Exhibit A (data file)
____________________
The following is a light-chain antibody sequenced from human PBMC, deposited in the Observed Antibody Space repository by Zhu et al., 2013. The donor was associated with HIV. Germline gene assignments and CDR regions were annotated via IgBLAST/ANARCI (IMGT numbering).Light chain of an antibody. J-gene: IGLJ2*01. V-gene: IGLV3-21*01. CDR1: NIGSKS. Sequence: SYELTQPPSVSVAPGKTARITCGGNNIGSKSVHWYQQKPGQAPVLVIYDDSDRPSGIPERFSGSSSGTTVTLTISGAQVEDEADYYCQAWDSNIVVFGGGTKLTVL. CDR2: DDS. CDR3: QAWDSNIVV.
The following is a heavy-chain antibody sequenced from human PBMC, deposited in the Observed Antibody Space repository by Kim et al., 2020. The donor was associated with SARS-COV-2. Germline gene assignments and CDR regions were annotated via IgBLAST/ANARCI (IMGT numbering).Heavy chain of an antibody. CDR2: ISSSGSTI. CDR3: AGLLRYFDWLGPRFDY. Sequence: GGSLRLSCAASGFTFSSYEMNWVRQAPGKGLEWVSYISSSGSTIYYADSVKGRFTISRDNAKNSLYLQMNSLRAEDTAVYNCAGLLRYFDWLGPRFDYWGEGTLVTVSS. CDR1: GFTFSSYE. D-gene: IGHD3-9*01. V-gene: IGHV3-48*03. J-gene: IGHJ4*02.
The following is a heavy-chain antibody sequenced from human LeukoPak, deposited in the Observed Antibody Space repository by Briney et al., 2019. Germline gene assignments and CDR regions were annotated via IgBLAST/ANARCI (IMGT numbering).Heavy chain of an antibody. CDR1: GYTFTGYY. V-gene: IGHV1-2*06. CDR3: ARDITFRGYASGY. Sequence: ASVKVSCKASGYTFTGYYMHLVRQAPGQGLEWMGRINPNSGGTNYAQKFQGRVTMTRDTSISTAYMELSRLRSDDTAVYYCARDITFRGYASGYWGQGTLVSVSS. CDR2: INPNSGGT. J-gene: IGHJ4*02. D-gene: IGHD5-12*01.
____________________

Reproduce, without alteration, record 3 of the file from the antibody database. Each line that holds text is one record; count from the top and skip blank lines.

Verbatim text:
The following is a heavy-chain antibody sequenced from human LeukoPak, deposited in the Observed Antibody Space repository by Briney et al., 2019. Germline gene assignments and CDR regions were annotated via IgBLAST/ANARCI (IMGT numbering).Heavy chain of an antibody. CDR1: GYTFTGYY. V-gene: IGHV1-2*06. CDR3: ARDITFRGYASGY. Sequence: ASVKVSCKASGYTFTGYYMHLVRQAPGQGLEWMGRINPNSGGTNYAQKFQGRVTMTRDTSISTAYMELSRLRSDDTAVYYCARDITFRGYASGYWGQGTLVSVSS. CDR2: INPNSGGT. J-gene: IGHJ4*02. D-gene: IGHD5-12*01.